Well, folks. The book is almost here. I’ve loved sharing these special looks into DRIFT & DAGGER. From character introductions to photo collages to the first draft to deleted scenes, I hope you know how much I love this book and how excited I am for it to reach your hands.
For this last look, I want to talk about Mal, his story, and why I wrote about him.
If you asked Mal who he was, more than anything, he would say “different.” In his world, magic is everything. It’s the difference between life and death, loss and profit. It is hugely important to the fabric of society, but Mal is not a part of that. He’s a blank, someone immune to magic.
Blanks are seen as inhuman monsters. Some people believe all blanks will eventually grow up to destroy and kill. When Mal discovers his blankness, he understands it’s essentially a death sentence. There’s no place in society that will accept him, and even if he manages to hide this part of himself, he believes his blankness will eventually take over. He’ll turn into a monster, hurt people he cares about, and lose everything about himself that he loves.
It’s a scary prospect, and this fear is what drives Mal to do the things he does. But, although this is a fantasy world, I didn’t have to dig very deep to write about a confused teenager so full of self-loathing.
While I was thinking about Drift & Dagger, I spent a lot of time talking with and thinking about teenagers. I spent a lot of time reading things they wrote and shared with people. I went back over my old diaries and thought about the things that consumed me. And one thing that kept popping up was this question: Am I different?
As an adult, I love and celebrate my differences, but as a teenager, I saw everything about me that was outside the norm as a problem. And of course, it wasn’t just me. I can remember my best friend, who is now a confident, happy, successful adult in a wonderful, loving relationship, crying to me because he was gay, because he thought his family would hate him (and I would hate him), and he didn’t know how to keep this part of himself secret and still stay sane.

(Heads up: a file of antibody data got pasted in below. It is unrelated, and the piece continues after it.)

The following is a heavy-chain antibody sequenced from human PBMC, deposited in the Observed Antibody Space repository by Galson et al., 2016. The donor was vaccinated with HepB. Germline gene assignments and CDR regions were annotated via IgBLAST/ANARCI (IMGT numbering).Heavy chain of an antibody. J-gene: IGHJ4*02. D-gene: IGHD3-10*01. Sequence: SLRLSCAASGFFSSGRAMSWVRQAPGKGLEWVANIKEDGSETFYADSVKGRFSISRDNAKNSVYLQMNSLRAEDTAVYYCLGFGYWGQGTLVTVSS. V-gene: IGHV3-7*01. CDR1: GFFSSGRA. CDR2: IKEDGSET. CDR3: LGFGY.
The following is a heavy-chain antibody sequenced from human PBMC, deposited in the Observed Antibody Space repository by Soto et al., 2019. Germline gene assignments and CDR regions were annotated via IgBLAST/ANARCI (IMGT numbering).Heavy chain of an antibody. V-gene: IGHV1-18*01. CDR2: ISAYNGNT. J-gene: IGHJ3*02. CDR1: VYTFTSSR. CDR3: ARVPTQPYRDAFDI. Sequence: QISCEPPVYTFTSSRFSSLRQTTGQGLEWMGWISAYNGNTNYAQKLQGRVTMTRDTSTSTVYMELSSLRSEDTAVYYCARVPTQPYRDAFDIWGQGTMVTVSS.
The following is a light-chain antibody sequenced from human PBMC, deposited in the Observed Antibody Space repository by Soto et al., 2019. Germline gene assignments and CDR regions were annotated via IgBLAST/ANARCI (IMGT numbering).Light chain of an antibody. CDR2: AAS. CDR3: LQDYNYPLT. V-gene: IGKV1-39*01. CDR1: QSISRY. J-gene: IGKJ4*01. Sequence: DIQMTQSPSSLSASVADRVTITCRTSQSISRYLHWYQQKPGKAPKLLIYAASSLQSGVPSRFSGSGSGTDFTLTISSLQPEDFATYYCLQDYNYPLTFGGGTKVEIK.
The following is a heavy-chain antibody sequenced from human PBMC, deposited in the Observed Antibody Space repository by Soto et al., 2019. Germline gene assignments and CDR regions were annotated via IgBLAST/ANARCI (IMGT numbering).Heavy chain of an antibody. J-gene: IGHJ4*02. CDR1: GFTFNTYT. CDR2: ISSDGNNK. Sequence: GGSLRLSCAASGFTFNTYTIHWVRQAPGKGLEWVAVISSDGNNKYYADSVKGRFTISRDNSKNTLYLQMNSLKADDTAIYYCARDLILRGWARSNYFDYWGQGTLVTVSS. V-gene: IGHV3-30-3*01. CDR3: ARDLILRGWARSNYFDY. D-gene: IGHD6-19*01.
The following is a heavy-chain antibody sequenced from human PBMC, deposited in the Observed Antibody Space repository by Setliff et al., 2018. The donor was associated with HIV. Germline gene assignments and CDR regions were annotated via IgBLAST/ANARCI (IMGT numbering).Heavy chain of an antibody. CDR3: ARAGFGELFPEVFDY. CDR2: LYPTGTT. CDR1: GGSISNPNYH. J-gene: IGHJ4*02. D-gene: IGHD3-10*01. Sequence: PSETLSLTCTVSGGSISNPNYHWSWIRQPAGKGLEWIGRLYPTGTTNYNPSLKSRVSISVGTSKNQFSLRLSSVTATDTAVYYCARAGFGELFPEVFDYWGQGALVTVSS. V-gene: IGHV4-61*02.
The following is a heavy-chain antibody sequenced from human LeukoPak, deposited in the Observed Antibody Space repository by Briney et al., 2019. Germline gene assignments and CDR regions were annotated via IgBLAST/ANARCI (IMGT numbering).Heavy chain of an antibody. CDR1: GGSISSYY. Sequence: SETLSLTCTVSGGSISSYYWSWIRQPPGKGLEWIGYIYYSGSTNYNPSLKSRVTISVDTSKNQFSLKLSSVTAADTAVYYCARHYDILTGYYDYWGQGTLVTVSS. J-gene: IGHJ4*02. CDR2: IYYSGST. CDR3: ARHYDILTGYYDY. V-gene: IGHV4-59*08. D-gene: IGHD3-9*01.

I saw stories like that over and over, played on tumblr and in the news and in fifteen-year-old emails from friends. I thought about it a lot. And then I wrote a book about it.
Fantasy can be a really wonderful tool for talking about things without naming them outright (did you like Salt & Storm? Congratulations! You just read a book about feminism!), and with Drift & Dagger, I took my magical world and imagined what a boy in the 1850s might have something in common with a teenager in 2015. Mal’s got a secret he’s scared will ruin his life, and for a lot of teenagers—and those of us who were once teenagers—I hope his story will resonate.
Because I also thought a lot about how our ideas about our identity change. I thought about my happy friend and the things I used to worry about myself. I thought about the It Gets Better Project and what it takes—friends, family, maturity, experience—to take these secret, shameful things, to strip away their power, and to let them exist as a part of you, not all of you.
I love Mal and his story. Writing his journey was such a raw, powerful experience for me. I am incredibly excited (and a little nervous) to see him out in the world next week, and I cannot wait for you to meet him.